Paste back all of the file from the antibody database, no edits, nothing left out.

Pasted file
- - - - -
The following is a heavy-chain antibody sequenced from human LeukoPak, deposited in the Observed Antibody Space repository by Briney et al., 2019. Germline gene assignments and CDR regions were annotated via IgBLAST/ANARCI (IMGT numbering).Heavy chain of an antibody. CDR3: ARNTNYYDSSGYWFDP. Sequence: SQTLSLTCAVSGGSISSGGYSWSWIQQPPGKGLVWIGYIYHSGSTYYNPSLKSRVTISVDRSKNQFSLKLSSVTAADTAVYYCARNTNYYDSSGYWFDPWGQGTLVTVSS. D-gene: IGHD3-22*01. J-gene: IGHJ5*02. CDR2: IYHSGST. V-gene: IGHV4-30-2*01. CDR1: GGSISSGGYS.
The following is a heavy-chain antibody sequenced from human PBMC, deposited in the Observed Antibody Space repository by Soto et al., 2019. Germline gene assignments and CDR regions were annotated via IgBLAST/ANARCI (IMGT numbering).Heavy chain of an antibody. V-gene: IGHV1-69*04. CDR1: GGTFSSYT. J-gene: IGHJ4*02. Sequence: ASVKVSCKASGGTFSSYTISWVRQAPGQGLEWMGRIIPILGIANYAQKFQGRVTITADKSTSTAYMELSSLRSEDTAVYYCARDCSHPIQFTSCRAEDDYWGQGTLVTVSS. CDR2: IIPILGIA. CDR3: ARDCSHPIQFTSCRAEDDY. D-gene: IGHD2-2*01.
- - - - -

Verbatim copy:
The following is a heavy-chain antibody sequenced from human LeukoPak, deposited in the Observed Antibody Space repository by Briney et al., 2019. Germline gene assignments and CDR regions were annotated via IgBLAST/ANARCI (IMGT numbering).Heavy chain of an antibody. CDR3: ARNTNYYDSSGYWFDP. Sequence: SQTLSLTCAVSGGSISSGGYSWSWIQQPPGKGLVWIGYIYHSGSTYYNPSLKSRVTISVDRSKNQFSLKLSSVTAADTAVYYCARNTNYYDSSGYWFDPWGQGTLVTVSS. D-gene: IGHD3-22*01. J-gene: IGHJ5*02. CDR2: IYHSGST. V-gene: IGHV4-30-2*01. CDR1: GGSISSGGYS.
The following is a heavy-chain antibody sequenced from human PBMC, deposited in the Observed Antibody Space repository by Soto et al., 2019. Germline gene assignments and CDR regions were annotated via IgBLAST/ANARCI (IMGT numbering).Heavy chain of an antibody. V-gene: IGHV1-69*04. CDR1: GGTFSSYT. J-gene: IGHJ4*02. Sequence: ASVKVSCKASGGTFSSYTISWVRQAPGQGLEWMGRIIPILGIANYAQKFQGRVTITADKSTSTAYMELSSLRSEDTAVYYCARDCSHPIQFTSCRAEDDYWGQGTLVTVSS. CDR2: IIPILGIA. CDR3: ARDCSHPIQFTSCRAEDDY. D-gene: IGHD2-2*01.